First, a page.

The urban disconnect from nature was felt first and most strongly in the shogun’s new capital. Of course, there were other large Japanese cities, but Edo was on an entirely different scale. By 1644, just 40 years after its founding, the city’s population was already twice that of Kyoto, and it just kept growing (Firely and Stahl 2009, 64). The city’s enormous area physically separated life from the countryside in ways that older, smaller cities did not, and this in turn affected the rhythm of life. “Life in the countryside was regulated by the seasons,” explained Charles Dunn. “In the already artificial life of the great cities, the clock and the calendar held sway” (Dunn 1969, 131). Edo’s working poor, who had less leisure time than elites, felt this new, artificial rhythm most strongly, something that was reinforced by the division of the new city into distinct residential districts. The grand houses of the daimyo and their samurai were in the centre of the city, near the Shogun’s castle. This elite section comprised a massive 65% of the city’s area, and the houses had space for quite expansive gardens. By contrast, merchants, artisans and workers were crammed into just 20% of the city’s area, leaving limited space for private gardens (Havens 2011, 20; Firely and Stahl 2009, 65). Workers suffered most. They lived in row houses just a few metres wide, with little enough space for everyday life, and none for gardens.

Edo’s newness exacerbated the disconnect from nature. Trees take time to grow, and even daimyo had to wait a generation or two before they could open their sliding doors and look out on a garden with a natural feel. Working people had even less access to greenery. As Andre Sorenson has noted, “In the Tokugawa period the Western concept of the urban park as an oasis of countryside within the city was unknown” (Sorensen 2002, 43). The only open spaces Edo’s working people had were shrines, but although the forests that traditionally surrounded shrines were also potential green spaces, true shrine forests (chinju no mori) were “primeval,” consisting of old trees who impart their strength and wisdom to worshippers (Rots 2017, 85). Because these old trees were ideally slow growing varieties such as camphor, gingko and zelkova, the time-lag while shrine forests matured was even greater than with the daimyo’s gardens. In short, as Edo grew, the inhabitants of the new city found themselves living without the trees. Their year was no longer marked by the seasons, with new buds and blossom in spring and coloured leaves in autumn, and this cut them adrift from old traditions and ways of communicating with the gods.

Shinto Shrines as Green Spaces

The simple strategy Edo residents employed to cope with the city’s lack of greenery and to recover some spirituality missing from their lives was to visit a leafy, rural shrine. The grandest shrine of all was Ise Jingu. Dedicated to the sun goddess Amaterasu, from whom the first emperor was believed to be descended, it was the spiritual home of the nation. Unfortunately, it was over 650 kilometres from Edo in the direction of Kyoto on the Tokaido, one of the five great roads that fanned out from Nihonbashi, in central Tokyo, so it was not a journey that could be made easily. In the Edo Period a common aspiration was to make it at least once in your life (Nakanashi, 2018, NPP). A more accessible shrine for Edo residents was the Chichibu Jinja, a comfortable three-day walk to the north. Although it did not have the same mythic significance as Ise Jingu, it was old, and was flanked by even older trees, including sacred, moss-covered camphor and maples that must have felt as though they were part of an ancient forest.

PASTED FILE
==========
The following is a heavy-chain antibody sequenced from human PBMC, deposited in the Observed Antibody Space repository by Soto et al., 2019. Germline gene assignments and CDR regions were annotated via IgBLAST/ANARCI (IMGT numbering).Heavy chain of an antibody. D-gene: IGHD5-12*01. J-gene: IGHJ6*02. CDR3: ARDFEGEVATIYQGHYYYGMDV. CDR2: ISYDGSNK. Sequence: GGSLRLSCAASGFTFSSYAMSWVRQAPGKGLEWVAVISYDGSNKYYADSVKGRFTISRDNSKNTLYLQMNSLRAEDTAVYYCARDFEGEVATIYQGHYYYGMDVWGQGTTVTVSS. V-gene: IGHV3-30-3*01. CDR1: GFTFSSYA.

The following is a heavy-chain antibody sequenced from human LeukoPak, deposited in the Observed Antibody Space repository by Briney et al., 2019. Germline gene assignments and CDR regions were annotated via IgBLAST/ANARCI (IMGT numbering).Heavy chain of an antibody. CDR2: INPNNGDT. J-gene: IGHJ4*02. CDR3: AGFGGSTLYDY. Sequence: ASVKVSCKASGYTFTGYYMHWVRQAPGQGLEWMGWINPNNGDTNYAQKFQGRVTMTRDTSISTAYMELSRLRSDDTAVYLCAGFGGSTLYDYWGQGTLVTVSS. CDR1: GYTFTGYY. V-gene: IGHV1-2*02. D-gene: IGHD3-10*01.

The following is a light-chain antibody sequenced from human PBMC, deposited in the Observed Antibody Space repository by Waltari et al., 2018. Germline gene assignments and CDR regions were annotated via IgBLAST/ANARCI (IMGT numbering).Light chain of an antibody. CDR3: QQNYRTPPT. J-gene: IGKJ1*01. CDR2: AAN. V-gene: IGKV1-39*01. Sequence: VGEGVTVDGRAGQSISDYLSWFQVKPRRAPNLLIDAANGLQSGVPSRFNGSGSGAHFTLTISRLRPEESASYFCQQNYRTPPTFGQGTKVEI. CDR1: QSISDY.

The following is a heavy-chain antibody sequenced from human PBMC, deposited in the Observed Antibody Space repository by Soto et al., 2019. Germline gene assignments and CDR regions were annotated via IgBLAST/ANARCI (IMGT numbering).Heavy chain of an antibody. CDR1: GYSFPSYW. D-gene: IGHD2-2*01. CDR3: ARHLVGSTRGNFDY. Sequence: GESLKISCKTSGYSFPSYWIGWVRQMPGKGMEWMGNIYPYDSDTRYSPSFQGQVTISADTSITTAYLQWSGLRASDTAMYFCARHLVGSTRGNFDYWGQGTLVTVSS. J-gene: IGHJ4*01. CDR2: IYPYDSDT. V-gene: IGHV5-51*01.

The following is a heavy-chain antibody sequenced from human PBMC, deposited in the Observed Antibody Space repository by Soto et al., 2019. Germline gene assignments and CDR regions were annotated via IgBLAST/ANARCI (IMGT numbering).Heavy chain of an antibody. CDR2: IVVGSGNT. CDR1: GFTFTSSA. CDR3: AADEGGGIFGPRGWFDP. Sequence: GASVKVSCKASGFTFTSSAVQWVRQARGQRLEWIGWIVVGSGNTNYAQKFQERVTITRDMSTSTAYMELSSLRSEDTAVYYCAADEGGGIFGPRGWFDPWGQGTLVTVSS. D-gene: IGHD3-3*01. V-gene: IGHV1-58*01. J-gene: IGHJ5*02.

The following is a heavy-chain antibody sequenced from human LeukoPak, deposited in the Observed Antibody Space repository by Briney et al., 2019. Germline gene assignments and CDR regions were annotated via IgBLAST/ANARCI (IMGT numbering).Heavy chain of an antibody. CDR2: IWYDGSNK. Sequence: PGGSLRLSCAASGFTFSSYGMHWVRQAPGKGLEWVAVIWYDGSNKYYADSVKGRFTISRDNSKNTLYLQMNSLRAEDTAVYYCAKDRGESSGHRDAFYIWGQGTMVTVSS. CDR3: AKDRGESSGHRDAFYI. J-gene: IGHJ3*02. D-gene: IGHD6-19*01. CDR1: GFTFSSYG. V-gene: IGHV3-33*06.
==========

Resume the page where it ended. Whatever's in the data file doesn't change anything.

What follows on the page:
Shrine pilgrimages (okagemairi) revitalised people physically and spiritually. They have been described as the forerunner of modern Japanese tourism, but came with the same two drawbacks of all tourist holidays in that they were expensive and could only happen infrequently (Tormanek 1998, 165-194). In response, forestry techniques were adapted to enable the artful, expeditious creation of shrine forests. The ultimate example was Meiji Jingu, in the Shibuya ward of Tokyo. Dedicated to the Emperor Meiji and Empress Shoken, the shrine building was completed in 1920, eight years after the Emperor died. When it was first built, the new shrine was surrounded by vegetable gardens and orchards, meaning the trees at Meiji Jingu had to be planted from scratch. The goal was to create an “eternal forest” dominated by long-lived trees like camphor, zelkova and gingko. However, because of the immediate need to have a forest with an atmosphere appropriate to a shrine, a 150-year program was devised, where fast growing hinoki cypress, cryptomeria and pines provided at least the appearance of a true shrine forest, before the slower growing, longer lived, broadleaf varieties gradually took over (Saigusa 2005).